Structured data had been crucial in making search results stand out with ratings, reviews, and other related metadata.
In another attempt to make Internet search more relevant for the users, Google has updated the Review Rich results. Google has always backed up the use of structured data in the content as it makes their job infinitely easier to fetch the most important results to the audience related to a query.
Earlier this month, Google announced a major change to one of the most used Schema Markup type-reviews.
How do review snippets work?
We are sure you all must have come across some kind of reviews while searching answers to a question, especially when enquiring about a product or a service. Here is an example of how Review snippets are shown in the Google search results:
Review snippets since the very beginning have been incredible conversion boosters for any product or service. It has helped Google to display the ratings and reviews data in the search snippets that made it extremely easier for searchers just to pick the best information.
Given the fact that review snippets allowed literally anyone to boost their click-through rates and eventually make more profits in the form of lead generation or brand awareness, made this schema item favorite of the webmasters. Whether you own a local business or write recipes online, review snippets allowed you to go past the competition and gain more authority.
You can know in detail about the review snippets on Google’s Review Snipper Developer Page.
However, it was this until now.
Google’s Schema Review Rich Results Update
Google on September 18, 2019, updated the Review Rich Result schema in an attempt to limit the pool of schema types that can trigger review rich results in the SERPs.
With this update, Google is weeding out all the pages in the search results that do not either need rich review snippets in the first place or don’t work well with rich reviews.
You must be wondering after the new update what schema items can now trigger the rich review snippets. Well according to official Google statement,following schema types will still be able to trigger rich review snippets:
What is the impact of review rich snippet update on local businesses?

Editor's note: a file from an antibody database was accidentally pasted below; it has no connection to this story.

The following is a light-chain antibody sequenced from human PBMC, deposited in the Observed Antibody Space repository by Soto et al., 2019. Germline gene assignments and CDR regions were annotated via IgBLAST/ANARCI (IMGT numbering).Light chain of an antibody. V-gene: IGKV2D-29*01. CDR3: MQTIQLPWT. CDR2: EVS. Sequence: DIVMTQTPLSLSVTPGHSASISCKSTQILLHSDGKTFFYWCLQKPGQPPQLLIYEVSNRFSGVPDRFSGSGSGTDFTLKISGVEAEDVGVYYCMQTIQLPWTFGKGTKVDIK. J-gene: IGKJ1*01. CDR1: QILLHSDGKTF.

The most crucial impact of the new update will be on the local businesses that used review schema markup to make their business stand out and develop good faith among the customers.
Now moving forward that won’t be possible.
Think about all the false reviews some businesses used to add to their schema markup to boost their conversion rates. Using the ‘aggregateRating’ property in the schema previously allowed Google to trigger the rich review snippets but it won’t work any longer. It is because now Google considers such metadata as “self-serving”.
According to Google, “We consider this (aggregateRating property) “self-serving” because the entity itself has chosen to add the markup to its own pages, about its own business or organization.
Self-serving reviews are no longer displayed for businesses and organizations (the LocalBusiness and Organization schema types). For example, we will no longer display rich review snippets for how people have reviewed a business if those reviews are considered self-serving.”
The whole attempt is to refine the search results and make them more relevant for the audience. That being said, Google will still serve the rich review data for local businesses from third party sites such as TripAdvisor, Yelp, TrustPilot, etc.
Should your local business use rich reviews?
There is no clear answer to this question as of now.
Here’s what Google’s John Mueller has to say:
That's correct. If you embed a widget with reviews about your site (LocalBusiness/Organization & sub-types), on your site, we won't show those as "stars" in search. If the reviews are elsewhere, then we would show those there.
— 🍌 John 🍌 (@JohnMu) September 17, 2019
On the first impression, it looks that rather than relying on customer reviews and ratings on your own websites, you can work on integrating reviews from third party services such as BBB, TrustPilot or Yelp so that Google doesn’t mark them as “self-servicing”.
Keep checking out this page for more information as we will be updating as soon as Google gives more clarification on the implication of the Review Rich Results update on local businesses.